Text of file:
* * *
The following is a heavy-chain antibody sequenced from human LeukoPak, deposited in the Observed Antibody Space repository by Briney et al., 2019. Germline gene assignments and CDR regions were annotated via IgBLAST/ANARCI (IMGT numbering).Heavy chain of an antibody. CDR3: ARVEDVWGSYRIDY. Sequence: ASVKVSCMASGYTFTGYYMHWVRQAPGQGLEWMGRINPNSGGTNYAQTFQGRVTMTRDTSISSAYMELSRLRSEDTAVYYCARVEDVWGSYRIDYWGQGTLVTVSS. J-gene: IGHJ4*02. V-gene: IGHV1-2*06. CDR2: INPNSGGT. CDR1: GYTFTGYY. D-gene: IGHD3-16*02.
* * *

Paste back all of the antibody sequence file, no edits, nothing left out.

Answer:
The following is a heavy-chain antibody sequenced from human LeukoPak, deposited in the Observed Antibody Space repository by Briney et al., 2019. Germline gene assignments and CDR regions were annotated via IgBLAST/ANARCI (IMGT numbering).Heavy chain of an antibody. CDR3: ARVEDVWGSYRIDY. Sequence: ASVKVSCMASGYTFTGYYMHWVRQAPGQGLEWMGRINPNSGGTNYAQTFQGRVTMTRDTSISSAYMELSRLRSEDTAVYYCARVEDVWGSYRIDYWGQGTLVTVSS. J-gene: IGHJ4*02. V-gene: IGHV1-2*06. CDR2: INPNSGGT. CDR1: GYTFTGYY. D-gene: IGHD3-16*02.